The global supply network is dynamic and complex. Across all modes of transportation, public and private stakeholders around the world must navigate this landscape, balancing the need for security with the economic benefits of efficient trade facilitation. Creating innovative supply chain solutions and addressing the interests of all parties requires forming partnerships, implementing the right technologies, and developing processes that follow best international practices.
Through bi-directional education and co-creation, government and industry can collaborate to optimize their resources. By conducting outreach with the private sector, Customs and other border management agencies are better able to address the needs of their trade environments. Innovative partnerships, such as Trusted Trader Programs or shared resource investment partnerships, can be created to segment risk and build efficiency.
An efficient supply chain relies on fast processes, security, and the sharing of an abundance of trade data between industry and government. As Single Window trade processing and Common Viewer systems for container scanning become increasingly prevalent, border management agencies require scalable solutions that meet the needs of multiple stakeholders. Sophisticated automated systems, advanced software, and “right-sized” equipment must be customized to the local environment in order to process data, assess risk, and expedite trade.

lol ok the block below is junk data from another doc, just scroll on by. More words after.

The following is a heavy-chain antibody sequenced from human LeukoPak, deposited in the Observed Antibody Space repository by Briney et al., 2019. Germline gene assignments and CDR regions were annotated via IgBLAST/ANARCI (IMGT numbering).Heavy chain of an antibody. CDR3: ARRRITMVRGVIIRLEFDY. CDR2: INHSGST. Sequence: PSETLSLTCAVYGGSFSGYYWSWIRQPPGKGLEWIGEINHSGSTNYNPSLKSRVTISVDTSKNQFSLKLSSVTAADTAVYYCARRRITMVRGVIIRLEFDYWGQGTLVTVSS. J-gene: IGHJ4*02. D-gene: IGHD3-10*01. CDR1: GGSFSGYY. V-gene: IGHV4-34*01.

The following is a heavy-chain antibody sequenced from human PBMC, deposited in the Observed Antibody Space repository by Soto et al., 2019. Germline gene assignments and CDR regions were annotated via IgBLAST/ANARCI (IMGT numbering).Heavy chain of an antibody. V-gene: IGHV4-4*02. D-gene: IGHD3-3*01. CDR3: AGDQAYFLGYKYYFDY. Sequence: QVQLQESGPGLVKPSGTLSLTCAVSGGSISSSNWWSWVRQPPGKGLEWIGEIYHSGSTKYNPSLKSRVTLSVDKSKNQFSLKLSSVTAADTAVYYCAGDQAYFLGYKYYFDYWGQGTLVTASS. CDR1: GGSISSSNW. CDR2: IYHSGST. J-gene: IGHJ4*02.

While the concepts of public-private partnership and right-sized technology span all modes of transport, each border and port environment is unique. In the land environment, wait times per conveyance are measured down to the second to build efficiencies for commercial truck, rail and private vehicle traffic. In the fast-moving air environment, high-risk travelers and cargo must be identified using the latest targeting and biometric technologies. In seaports, the expansion of the Panama Canal is changing the port operations landscape throughout the world.
The global supply chain becomes more efficient when security and compliance standards are harmonized amongst border management authorities, thereby reducing barriers to trade. Supporting and complying with international standards, such as those promoted by the World Customs Organization (WCO), advances the harmonization of security and facilitation processes and procedures. Harmonized processes and procedures can also be developed at the binational and regional level. Harmonization, along with customs modernization initiatives in technology, communication, partnerships, and processes all support enhanced trade facilitation.